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article imageAerial images reveal virus emptying famed sites

By AFP     Mar 5, 2020 in Travel

Empty public squares, a ghostly train station and deserted holy sites -- a series of striking satellite images have revealed the impact of the coronavirus epidemic on some of the world's busiest spaces.

The aerial photographs, released by Colorado-based space technology firm Maxar, show normally bustling spots from Mecca to Beijing thinned of people.

People in the courtyard of Hazrat Masumeh Shrine in Qom  Iran on September 25  2019 (top) and a near...
People in the courtyard of Hazrat Masumeh Shrine in Qom, Iran on September 25, 2019 (top) and a nearly empty courtyard on March 1, 2020
-, Satellite image ©2020 Maxar Technologies/AFP

One image shows a handful of pilgrims circling the granite Kaaba at Mecca's Grand Mosque -- a sacred site usually thronged with worshippers from every corner of the Muslim world.

Saudi Arabian authorities have suspended the year-round "umrah" pilgrimage to Islam's holiest place, in a bid to stop the spread of the virus which has killed more than 3,000 people worldwide.

Tiananmen Square on February 21  2019 (top) and an almost empty square on February 11  2020  during ...
Tiananmen Square on February 21, 2019 (top) and an almost empty square on February 11, 2020, during the novel coronavirus outbreak
-, Satellite image ©2020 Maxar Technologies/AFP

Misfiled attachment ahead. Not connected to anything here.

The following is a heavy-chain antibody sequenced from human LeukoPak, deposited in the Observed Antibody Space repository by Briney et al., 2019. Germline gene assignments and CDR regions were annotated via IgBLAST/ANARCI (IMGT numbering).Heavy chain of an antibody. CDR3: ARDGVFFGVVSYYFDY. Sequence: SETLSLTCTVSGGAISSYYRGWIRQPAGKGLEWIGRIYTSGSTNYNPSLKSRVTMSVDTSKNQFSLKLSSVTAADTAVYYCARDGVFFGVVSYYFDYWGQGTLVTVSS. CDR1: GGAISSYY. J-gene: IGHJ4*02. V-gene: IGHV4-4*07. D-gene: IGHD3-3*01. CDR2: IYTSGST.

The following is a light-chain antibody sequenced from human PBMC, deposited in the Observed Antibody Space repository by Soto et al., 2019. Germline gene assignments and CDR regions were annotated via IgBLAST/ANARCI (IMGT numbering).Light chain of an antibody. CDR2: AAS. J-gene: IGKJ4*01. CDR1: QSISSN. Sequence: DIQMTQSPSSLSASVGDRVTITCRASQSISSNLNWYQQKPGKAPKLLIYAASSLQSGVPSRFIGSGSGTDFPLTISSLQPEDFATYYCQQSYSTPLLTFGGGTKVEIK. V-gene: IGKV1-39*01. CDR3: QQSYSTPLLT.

An image above the Hazrat Masumeh Shrine in Qom shows one of Iran's most hallowed places virtually empty as its famed golden dome shimmers in the sunlight.

Streets and courtyards around the shrine are similarly vacant.

Photos above Wuhan, China -- the epicentre of the global outbreak -- show dozens of trains parked up at the city's deserted Dongdamen Station.

Trains at China's Wuhan staion during the novel coronavirus outbreak on February 25  2020
Trains at China's Wuhan staion during the novel coronavirus outbreak on February 25, 2020
-, Satellite image ©2020 Maxar Technologies/AFP

With the city under lockdown and virtually cut off from the outside world since January 23, the usually bustling station has been transformed into a make-shift depot.

Elsewhere, Tiananmen square lives up to its name as the Gate of Heavenly Peace, with only a couple of dozen cars passing by and no pedestrians to be seen.

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